In Keeping With the Theme of Birds: The Engines of a Story

I recently finished Gordon Dahlquist’s the Glass Books of the Dream Eaters, and while I felt like it took a while for things to get moving, I was struck by the fundamental sense of change overcoming the protagonists.

Dahlquist is using three main characters. They overlap, interact, and separate. By volume two’s midpoint, I realize that what’s compelling me to keep reading is that the characters are changing. This far in, they aren’t who they started as, and the story isn’t leaving them any choice in the matter.

It’s led me to ponder that change is the engine of a story. In fantasy, the change is usually portrayed as a journey, the door that opens, the answered call to a quest. Home is left behind or outright destroyed.

Baby characters get a violent kick out of the nest of their comfort zone. That’s certainly where Dahlquist’s heroine, Miss Celeste Temple, starts. Her engagement to one Roger Bascombe ends without explanation, and with a determined behavior we’d call stalking in our century, she sets off to track down his unstated reason. Where this investigation takes her is far past the point of safe, into a world of intrigue and danger, where a powerful cabal threatens to upend Victorian society.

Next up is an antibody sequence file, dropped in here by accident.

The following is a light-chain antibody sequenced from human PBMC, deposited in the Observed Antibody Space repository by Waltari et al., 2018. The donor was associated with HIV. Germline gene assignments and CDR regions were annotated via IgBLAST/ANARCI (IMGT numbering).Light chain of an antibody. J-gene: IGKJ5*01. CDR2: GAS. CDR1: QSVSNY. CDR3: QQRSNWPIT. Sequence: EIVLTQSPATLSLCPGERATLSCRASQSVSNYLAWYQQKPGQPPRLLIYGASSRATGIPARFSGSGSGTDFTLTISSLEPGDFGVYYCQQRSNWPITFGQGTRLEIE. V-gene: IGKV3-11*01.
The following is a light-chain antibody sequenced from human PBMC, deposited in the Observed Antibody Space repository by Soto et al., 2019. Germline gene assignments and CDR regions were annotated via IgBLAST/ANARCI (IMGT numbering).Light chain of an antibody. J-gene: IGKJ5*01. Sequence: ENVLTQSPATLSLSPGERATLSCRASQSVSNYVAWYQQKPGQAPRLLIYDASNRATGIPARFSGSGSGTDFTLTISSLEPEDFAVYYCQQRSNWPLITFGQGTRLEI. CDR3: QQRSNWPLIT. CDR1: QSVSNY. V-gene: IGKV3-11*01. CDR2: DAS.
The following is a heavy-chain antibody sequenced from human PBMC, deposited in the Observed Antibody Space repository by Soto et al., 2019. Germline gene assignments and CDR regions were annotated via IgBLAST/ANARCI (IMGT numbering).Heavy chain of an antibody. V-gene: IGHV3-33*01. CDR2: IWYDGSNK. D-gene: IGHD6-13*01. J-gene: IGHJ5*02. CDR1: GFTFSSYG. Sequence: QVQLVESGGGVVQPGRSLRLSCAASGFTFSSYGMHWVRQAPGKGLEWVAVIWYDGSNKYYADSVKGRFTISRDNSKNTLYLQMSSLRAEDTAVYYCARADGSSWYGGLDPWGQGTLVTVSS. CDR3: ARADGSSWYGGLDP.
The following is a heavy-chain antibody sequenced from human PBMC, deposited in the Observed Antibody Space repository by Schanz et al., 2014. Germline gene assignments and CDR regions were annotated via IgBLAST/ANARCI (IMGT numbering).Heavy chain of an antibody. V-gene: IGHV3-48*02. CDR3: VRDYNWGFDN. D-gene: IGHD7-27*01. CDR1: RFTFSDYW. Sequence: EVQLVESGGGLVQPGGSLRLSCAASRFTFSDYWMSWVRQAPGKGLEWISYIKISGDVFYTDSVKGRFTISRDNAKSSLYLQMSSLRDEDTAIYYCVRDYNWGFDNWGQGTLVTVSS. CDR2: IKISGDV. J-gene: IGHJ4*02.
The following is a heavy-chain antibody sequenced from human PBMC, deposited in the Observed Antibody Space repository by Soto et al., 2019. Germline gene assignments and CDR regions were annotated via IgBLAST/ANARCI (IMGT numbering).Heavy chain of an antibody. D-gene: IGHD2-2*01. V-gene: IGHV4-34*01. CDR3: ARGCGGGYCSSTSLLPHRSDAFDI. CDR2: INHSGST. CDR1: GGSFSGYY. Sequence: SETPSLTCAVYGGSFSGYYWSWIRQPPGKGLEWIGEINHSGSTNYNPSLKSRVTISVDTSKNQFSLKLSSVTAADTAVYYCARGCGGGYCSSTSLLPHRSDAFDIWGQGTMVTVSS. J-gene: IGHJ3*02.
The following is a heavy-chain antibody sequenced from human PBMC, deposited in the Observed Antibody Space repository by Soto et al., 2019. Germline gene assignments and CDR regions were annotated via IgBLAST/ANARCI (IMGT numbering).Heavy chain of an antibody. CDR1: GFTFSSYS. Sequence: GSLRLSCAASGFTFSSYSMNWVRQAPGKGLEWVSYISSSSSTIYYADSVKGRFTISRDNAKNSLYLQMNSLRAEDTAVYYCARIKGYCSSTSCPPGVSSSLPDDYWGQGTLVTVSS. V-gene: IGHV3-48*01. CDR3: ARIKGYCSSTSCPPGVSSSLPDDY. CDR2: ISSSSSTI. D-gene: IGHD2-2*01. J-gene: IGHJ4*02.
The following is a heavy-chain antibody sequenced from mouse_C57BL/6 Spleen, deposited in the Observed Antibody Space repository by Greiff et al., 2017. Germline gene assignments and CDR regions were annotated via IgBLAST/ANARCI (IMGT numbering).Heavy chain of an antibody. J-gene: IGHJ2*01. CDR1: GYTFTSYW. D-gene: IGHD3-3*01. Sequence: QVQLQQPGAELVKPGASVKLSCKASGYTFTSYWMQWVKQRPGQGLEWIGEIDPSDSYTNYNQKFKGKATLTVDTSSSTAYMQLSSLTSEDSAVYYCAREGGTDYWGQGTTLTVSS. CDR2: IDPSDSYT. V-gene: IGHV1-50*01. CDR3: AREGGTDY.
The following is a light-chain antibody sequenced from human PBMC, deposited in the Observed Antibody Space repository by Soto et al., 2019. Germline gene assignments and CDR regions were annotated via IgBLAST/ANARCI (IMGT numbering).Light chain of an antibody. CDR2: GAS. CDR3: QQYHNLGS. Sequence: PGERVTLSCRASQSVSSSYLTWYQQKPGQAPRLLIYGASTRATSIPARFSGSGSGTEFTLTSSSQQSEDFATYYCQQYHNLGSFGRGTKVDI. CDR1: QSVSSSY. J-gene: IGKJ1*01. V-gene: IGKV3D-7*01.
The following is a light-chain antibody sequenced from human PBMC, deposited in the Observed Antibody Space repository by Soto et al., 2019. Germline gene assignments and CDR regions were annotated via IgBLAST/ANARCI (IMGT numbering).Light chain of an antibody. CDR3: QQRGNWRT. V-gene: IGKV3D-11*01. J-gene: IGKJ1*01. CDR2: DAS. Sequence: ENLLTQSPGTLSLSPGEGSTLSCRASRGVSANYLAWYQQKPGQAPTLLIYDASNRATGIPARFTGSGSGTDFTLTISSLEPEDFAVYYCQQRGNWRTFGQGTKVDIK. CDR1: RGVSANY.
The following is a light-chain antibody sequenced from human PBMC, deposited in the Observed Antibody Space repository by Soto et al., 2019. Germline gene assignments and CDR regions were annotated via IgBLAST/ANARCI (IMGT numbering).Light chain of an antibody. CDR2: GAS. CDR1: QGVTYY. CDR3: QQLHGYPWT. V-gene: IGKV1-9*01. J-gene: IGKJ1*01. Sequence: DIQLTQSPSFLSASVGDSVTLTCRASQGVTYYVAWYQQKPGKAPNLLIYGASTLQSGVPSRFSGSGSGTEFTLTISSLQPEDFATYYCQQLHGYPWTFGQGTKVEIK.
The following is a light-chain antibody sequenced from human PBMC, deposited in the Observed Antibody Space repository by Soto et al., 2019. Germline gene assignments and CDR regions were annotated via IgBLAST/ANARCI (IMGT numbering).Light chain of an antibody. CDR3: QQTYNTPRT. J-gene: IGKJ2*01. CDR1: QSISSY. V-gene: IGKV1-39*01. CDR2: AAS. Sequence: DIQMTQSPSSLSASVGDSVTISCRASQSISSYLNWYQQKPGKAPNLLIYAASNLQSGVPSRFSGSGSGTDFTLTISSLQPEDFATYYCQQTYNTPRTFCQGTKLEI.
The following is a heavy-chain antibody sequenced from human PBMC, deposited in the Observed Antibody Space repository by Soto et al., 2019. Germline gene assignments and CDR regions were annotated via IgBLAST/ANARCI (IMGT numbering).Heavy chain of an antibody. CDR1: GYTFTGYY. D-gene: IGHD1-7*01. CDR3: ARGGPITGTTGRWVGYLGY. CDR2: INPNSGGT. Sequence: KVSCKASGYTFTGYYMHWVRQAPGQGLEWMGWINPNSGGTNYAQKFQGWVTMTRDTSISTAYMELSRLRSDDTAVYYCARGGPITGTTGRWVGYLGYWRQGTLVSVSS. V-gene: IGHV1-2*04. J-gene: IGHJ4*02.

And all through it, Celeste and her compatriots change. When traumatized by her adventures, Celeste’s reaction isn’t to linger overly long about it. She reacts. She researches. She gets back into motion to discern exactly what it is she has uncovered. What occurred left a mark on her.

It seems like such a simple thing: but in fiction, characters can change so much more readily than we can in real life. You hear people say “he’s changed,” but how often is it true? Time and life can certainly make a difference in people, and definitely alter our perception or understanding of a person; but actual change doesn’t come naturally. In fiction, it’s entirely possible that a character become someone different. The story drives them to it, forces it on them. That’s the power and effect of fiction: something is possible that isn’t easy in real life.

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